It’s been a while since the release of the Nvidia Pascal architecture that’s used in the vast majority of notebooks and desktop builds available in stores today, but a new generation based on the Turing architecture is scheduled for release this summer. We’ve seen rumors of this next gen series in the last few months, but most of them about the top of the line RTX 2080 chip (previously known as GTX 1180 as well).
The recently published program of the Hot Chips 30 Symposium, a conference scheduled for August 20th and 21st 2018, mentions a panel by Stuart Oberman called “NVIDIA’s Next Generation Mainstream GPU”, which should cover this exact topic: the next-gen mid-range GPU series. Stuart Oberman is a Vice President GPU ASIC Engineering at NVIDIA, according to LinkedIN.
I’d expect to know more about the new Nvidia 11xx line by that time, as Nvidia usually releases details on their top-end chips first, followed by the mid-range and lower end versions after a while. Still, given the latest rumors claiming the GTX 2080 is expected for mid-June, announcing the 2050/2060 chips that would qualify as “mainstream GPUs” in August is perhaps a bit hastier than what they’ve used us with in the past. On the other hand, it might make sense to have these chips ready for shipping by Back to School, but I wouldn’t hold my breath for it.
The panel also mentions two other interesting topics, “Intel High Performance Graphics solutions in thin and light mobile form factors” and “Delivering a new level of Visual Performance in and SoC – AMD Raven Ridge APU”, both with further implications for notebooks. AMD are pretty much non-existent in the current line-up, and a bit of proper competition is always appreciated.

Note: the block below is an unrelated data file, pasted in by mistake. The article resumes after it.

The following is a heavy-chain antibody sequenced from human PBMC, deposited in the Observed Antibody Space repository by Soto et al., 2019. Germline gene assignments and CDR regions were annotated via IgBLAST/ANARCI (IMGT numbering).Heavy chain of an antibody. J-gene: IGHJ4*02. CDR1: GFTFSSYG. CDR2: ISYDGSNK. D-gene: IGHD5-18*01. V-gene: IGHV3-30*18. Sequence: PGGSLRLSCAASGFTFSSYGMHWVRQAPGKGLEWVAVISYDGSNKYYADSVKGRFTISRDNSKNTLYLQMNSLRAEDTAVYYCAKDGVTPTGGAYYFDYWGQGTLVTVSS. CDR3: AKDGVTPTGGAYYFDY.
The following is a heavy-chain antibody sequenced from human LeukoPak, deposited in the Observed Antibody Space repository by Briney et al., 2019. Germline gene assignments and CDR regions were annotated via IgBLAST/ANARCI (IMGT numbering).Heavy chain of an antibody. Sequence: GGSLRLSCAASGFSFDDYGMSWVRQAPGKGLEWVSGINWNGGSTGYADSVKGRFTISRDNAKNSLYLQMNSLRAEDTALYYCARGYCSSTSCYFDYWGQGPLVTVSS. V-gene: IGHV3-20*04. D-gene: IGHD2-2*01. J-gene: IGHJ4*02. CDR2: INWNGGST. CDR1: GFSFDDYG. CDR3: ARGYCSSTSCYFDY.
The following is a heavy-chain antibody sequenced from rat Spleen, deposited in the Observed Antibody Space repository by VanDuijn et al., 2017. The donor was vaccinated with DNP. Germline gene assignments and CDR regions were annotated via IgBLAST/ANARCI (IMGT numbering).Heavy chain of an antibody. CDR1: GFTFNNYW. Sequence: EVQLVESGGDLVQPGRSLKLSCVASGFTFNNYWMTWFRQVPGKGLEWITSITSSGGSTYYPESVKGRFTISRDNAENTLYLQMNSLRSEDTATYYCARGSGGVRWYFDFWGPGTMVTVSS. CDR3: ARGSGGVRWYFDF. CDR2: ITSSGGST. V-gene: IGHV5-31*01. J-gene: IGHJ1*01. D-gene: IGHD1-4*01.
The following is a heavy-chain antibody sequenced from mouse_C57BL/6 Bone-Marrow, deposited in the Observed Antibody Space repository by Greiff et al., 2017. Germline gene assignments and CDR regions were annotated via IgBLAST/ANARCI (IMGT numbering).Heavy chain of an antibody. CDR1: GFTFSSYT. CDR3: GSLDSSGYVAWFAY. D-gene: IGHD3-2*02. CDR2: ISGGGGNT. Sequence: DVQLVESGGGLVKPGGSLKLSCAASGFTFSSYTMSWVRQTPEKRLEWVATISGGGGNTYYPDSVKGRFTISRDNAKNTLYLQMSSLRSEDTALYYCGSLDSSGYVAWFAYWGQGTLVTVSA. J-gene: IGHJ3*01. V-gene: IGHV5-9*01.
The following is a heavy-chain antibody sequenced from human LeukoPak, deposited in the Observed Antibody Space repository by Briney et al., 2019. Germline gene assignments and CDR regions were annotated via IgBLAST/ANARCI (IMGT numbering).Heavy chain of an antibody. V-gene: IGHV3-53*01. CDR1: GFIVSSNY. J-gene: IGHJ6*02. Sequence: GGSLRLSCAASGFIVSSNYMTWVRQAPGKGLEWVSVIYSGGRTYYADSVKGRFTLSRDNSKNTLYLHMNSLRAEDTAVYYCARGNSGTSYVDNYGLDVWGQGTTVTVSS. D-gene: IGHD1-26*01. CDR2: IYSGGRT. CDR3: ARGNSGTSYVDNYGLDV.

If you’re interested in a little bit of background about these new chips, from what we know so far the Nvidia 11xx series of GPUs is based on the Nvidia Volta 12nm architecture and will include GDDR6 memory. We’ve seen some leaks about the GTX 1180, with details about clock speeds, the amount of video memory, as well as some initial benchmarks and claims of up to 50% increased performance compared to the current GTX 1080, but also a slight bump over the Titan XP as well.
While you should treat these with a lump of salt, we already know for sure that the RTX 2080 is going to demolish the Titan XP in terms of performance per dollar, as it’s expected to retail for around $700, while the Titan XP goes for North of $1200.
For those of you interested in buying a gaming laptop in the near future, we should also add that it’s going to be a while till we’ll actually see mobile Volta based GPUs implementations. Nvidia normally launched the desktop chips first, with the mobile builds available after a few months, so I’d expect Volta based notebooks to be available towards Q4 2018.
That’s a long time to wait for a new computer, but on the other hand Nvidia don’t update their platforms very often, so if you plan to keep your device for a few years, you could consider waiting for the Volta based SKUs and their supposedly significant performance buff.